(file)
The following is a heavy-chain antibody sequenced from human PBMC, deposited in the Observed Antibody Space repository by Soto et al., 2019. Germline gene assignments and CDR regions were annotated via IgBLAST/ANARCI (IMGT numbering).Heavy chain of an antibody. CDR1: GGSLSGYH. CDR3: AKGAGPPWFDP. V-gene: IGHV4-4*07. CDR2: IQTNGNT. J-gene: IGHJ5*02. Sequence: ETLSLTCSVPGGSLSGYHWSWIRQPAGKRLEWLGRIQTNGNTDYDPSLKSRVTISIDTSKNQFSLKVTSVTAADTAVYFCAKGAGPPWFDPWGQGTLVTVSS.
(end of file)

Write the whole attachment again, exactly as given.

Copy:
The following is a heavy-chain antibody sequenced from human PBMC, deposited in the Observed Antibody Space repository by Soto et al., 2019. Germline gene assignments and CDR regions were annotated via IgBLAST/ANARCI (IMGT numbering).Heavy chain of an antibody. CDR1: GGSLSGYH. CDR3: AKGAGPPWFDP. V-gene: IGHV4-4*07. CDR2: IQTNGNT. J-gene: IGHJ5*02. Sequence: ETLSLTCSVPGGSLSGYHWSWIRQPAGKRLEWLGRIQTNGNTDYDPSLKSRVTISIDTSKNQFSLKVTSVTAADTAVYFCAKGAGPPWFDPWGQGTLVTVSS.